I use the readonly? function to mark my Invoice as immutable after they've been sent; for by InvoiceLines, I simply proxy the readonly? function to the Invoice.

A simplified example:

class Invoice < ActiveRecord::Base
  has_many :invoice_lines
  def readonly?; self.invoice_sent?  end

def InvoiceLine < ActiveRecord::Base
  def readonly?; self.invoice.readonly?  end

This works great, except that in one specific scenario I want to update an InvoiceLine regardless of the readonly? attribute.

Is there are way to do this?

I tried using save(validate: false), but this has no effect. I looked at persistence.rb in the AR source, and that seems to just do:

def create_or_update
  raise ReadOnlyRecord if readonly?

Is there an obvious way to avoid this?

A (somewhat dirty) workaround that I might do in Python:

original = line.readonly?
line.readonly? = lambda: false
line.readonly? = original

But this doesn't work in Ruby, since functions aren't first-class objects ...

  • Proc and lambda are first-class in Ruby, if that can help you with your "somewhat dirty" workaround. Probably different properties with Python, though. – Eric Platon Dec 31 '14 at 16:03
  • @EricPlaton The problem is that I can't assign to line.readonly?; line.readonly? = -> { } is a syntax error (due to the ?, but even without, I would be calling the line.readonly= method, which is very different from what I want). – Martin Tournoij Dec 31 '14 at 16:05

You can very easily redefine a method in an instantiated object, but the syntax is definition rather than assignment. E.g. when making changes to a schema that required a tweak to an otherwise read-only object, I have been known to use this form:

line = InvoiceLine.last
def line.readonly?; false; end

Et voila, status overridden! What's actually happening is a definition of the readonly? method in the object's eigenclass, not its class. This is really grubbing around inside the guts of the object, though; outside of a schema change it's a serious code smell.

One crude alternative is forcing Rails to write an updated column directly to the database:

line.update_columns(description: "Compliments cost nothing", amount: 0)

and it's mass-destruction equivalent:

InvoiceLine.where(description: "Free Stuff Tuesday").update_all(amount: 0)

but again, neither should appear in production code outside of migrations and, very occasionally, some carefully written framework code. These two bypass all validation and other logic and risk leaving objects in inconsistent/invalid states. It's better to convey the need and behaviour explicitly in your model code & interactions somehow. You could write this:

class InvoiceLine < ActiveRecord::Base
  attr_accessor :force_writeable

  def readonly?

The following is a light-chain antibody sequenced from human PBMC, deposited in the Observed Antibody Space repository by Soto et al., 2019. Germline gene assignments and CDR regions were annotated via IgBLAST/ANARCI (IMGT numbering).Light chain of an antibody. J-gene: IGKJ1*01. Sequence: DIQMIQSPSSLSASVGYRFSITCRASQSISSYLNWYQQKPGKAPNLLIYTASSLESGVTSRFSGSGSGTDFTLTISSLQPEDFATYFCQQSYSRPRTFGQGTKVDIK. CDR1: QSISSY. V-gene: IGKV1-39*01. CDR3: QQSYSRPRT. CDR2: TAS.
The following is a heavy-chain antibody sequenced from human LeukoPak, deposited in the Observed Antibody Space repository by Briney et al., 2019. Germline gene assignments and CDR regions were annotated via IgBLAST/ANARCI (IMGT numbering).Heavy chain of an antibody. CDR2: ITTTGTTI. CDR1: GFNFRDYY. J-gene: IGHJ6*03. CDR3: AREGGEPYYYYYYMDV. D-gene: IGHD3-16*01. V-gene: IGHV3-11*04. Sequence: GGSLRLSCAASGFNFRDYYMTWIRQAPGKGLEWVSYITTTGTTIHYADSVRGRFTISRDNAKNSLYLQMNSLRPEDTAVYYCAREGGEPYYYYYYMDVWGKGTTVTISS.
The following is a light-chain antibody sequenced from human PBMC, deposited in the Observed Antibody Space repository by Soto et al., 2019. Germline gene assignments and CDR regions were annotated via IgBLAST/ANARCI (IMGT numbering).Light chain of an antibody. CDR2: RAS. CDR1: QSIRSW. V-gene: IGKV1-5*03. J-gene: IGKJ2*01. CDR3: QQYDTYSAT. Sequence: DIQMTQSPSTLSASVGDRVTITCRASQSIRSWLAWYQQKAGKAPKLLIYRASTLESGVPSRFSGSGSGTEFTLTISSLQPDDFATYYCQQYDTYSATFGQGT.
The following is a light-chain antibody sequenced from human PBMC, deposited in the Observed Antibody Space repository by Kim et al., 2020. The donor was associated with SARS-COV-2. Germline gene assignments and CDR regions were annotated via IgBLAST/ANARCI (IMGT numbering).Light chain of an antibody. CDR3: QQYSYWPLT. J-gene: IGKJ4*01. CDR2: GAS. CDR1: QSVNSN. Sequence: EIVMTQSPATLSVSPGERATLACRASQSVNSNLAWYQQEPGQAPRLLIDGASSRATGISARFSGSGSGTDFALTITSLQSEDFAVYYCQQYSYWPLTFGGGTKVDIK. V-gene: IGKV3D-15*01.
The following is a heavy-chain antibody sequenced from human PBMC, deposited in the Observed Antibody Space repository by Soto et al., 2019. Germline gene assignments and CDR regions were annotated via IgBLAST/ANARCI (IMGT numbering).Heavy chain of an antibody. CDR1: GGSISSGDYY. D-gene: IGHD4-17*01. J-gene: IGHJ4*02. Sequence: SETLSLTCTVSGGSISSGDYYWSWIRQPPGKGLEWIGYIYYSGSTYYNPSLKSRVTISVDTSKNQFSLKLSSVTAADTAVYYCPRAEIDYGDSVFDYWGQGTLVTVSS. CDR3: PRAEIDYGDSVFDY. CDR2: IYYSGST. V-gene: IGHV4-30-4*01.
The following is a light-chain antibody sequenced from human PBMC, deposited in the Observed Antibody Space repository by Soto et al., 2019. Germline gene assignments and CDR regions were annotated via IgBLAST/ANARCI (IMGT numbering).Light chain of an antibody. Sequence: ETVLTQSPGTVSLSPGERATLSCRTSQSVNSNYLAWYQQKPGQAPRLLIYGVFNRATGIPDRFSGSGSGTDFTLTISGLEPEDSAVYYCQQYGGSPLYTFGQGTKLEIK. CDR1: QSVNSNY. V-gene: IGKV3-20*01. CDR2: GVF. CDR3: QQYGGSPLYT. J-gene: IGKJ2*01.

invoice.readonly? unless force_writeable

because then client code can say

line.force_writable = true
line.update(description: "new narrative line")

I still don't really like it because it still allows external code to dictate an internal behaviour, and it leaves the object with a state change that other code might trip over. Here's a slightly safer and more rubyish variant:

class InvoiceLine < ActiveRecord::Base
  def force_update(&block)
    saved_force_update = @_force_update
    @_force_update = true
    result = yield
    @_force_update = saved_force_update

  def readonly?
    invoice.readonly? unless @_force_update

Client code can then write:

line.force_update do
  line.update(description: "new description")

Finally, and this is probably the most precision mechanism, you can allow just certain attributes to change. You could do that in a before_save callback and throw an exception, but I quite like using this validation that relies on the ActiveRecord dirty attributes module:

class InvoiceLine < ActiveRecord::Base
  validate :readonly_policy

  def readonly_policy
    if invoice.readonly?
      (changed - ["description", "amount"]).each do |attr|
        errors.add(attr, "is a read-only attribute")

I like this a lot; it puts all the domain knowledge in the model, it uses supported and built-in mechanisms, doesn't require any monkey-patching or metaprogramming, doesn't avoid other validations, and gives you nice error messages that can propagate all the way back to the view.


I ran into a similar problem with a single readonly field and worked around it using update_all.

It needs to be an ActiveRecord::Relation so it would be something like this...

Invoice.where(id: id).update_all("field1 = 'value1', field2 = 'value2'")


Here is an answer, but I don't like it. I would recommend to think twice about the design: If you make this data immutable, and you do need to mutate it, then there may be a design issue. Let aside any headache if the ORM and the datastore "differ".

One way is to use the meta programming facilities. Say you want to change the item_num of invoice_line1 to 123, you can proceed with:

invoice_line1.instance_variable_set(:@item_num, 123)

Note that the above will not work directly with ActiveRecord models' attributes, so it would need be adapted. But well, I would really advice to reconsider the design rather than falling for black magic.

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